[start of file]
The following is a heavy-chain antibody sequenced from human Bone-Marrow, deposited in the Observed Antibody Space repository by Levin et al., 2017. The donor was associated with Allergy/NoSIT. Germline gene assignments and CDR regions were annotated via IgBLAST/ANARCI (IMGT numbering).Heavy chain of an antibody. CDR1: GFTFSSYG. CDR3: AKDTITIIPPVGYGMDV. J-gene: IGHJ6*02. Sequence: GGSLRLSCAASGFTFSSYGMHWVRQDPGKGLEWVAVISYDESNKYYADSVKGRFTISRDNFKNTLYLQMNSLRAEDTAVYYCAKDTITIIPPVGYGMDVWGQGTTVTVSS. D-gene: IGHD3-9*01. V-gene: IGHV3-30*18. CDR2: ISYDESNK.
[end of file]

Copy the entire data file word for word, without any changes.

The following is a heavy-chain antibody sequenced from human Bone-Marrow, deposited in the Observed Antibody Space repository by Levin et al., 2017. The donor was associated with Allergy/NoSIT. Germline gene assignments and CDR regions were annotated via IgBLAST/ANARCI (IMGT numbering).Heavy chain of an antibody. CDR1: GFTFSSYG. CDR3: AKDTITIIPPVGYGMDV. J-gene: IGHJ6*02. Sequence: GGSLRLSCAASGFTFSSYGMHWVRQDPGKGLEWVAVISYDESNKYYADSVKGRFTISRDNFKNTLYLQMNSLRAEDTAVYYCAKDTITIIPPVGYGMDVWGQGTTVTVSS. D-gene: IGHD3-9*01. V-gene: IGHV3-30*18. CDR2: ISYDESNK.